Writing Tip — The Importance of Humor

happyw-3046563_1280Humor in the arts has a bad reputation.

It’s not considered as worthy as drama. How many comedies have won the Oscar for Best Picture? Not many. Yet humor helps us throughout our lives. I think it’s a necessary quality to cultivate. The importance of humor in my life is enormous.

I’ve suffered from anxiety since I was a child and from depression since at least high school. When I moved to a new city and spent a year looking for a job, Erma Bombeck’s funny essays on family life came to the rescue. When I was anxious while attending a writers’ conference, I relaxed with P.G. Wodehouse’s hilarious account of how he started his writing career. Damon Runyon’s tales of New York City gangsters and gamblers of the 1920’s and 1930’s and the outdoor misadventures of Patrick F. McManus have lifted my mood time and again.

Some people think if you retain a sense of humor in serious situations, it’s not that serious. But I think the opposite is true. When life is at its most tragic or serious, that’s the time to find something to smile about. The circumstances of the tragedy are nothing to laugh about, but we still need to turn to some kind of humor to ease our pain.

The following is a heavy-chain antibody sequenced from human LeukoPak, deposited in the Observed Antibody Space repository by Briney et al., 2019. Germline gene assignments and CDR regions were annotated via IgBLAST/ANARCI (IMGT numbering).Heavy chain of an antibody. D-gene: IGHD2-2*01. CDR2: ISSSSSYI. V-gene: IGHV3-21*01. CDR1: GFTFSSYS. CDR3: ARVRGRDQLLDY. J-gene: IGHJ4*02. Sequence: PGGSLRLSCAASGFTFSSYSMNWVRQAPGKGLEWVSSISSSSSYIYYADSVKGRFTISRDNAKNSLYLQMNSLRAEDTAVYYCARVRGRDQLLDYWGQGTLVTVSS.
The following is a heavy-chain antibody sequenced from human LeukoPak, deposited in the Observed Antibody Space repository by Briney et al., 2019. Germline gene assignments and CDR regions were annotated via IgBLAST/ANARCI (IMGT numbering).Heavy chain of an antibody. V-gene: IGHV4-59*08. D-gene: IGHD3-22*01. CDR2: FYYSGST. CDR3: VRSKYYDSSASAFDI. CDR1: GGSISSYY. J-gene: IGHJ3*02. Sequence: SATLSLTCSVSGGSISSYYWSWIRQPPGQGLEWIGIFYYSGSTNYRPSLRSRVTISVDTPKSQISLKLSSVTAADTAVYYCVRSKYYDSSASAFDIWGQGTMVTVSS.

When my grandmother died, it helped my family to share stories, especially funny ones. Like her war with the moles who riddled her yard in the country. Once she moved to the house next door to my parents, she became convinced that groundhogs could tunnel under her deck and into her basement. Being able to laugh about good memories of a deceased loved one is a great gift for those who remain.

One of the best demonstrations of humor in tough times is enacted in the 1942 movie Sullivan’s TravelsA Hollywood director, who has made his career in slapstick comedies, wants to film a drama about the Great Depression because he thinks depicting real-world suffering is a more worthwhile project.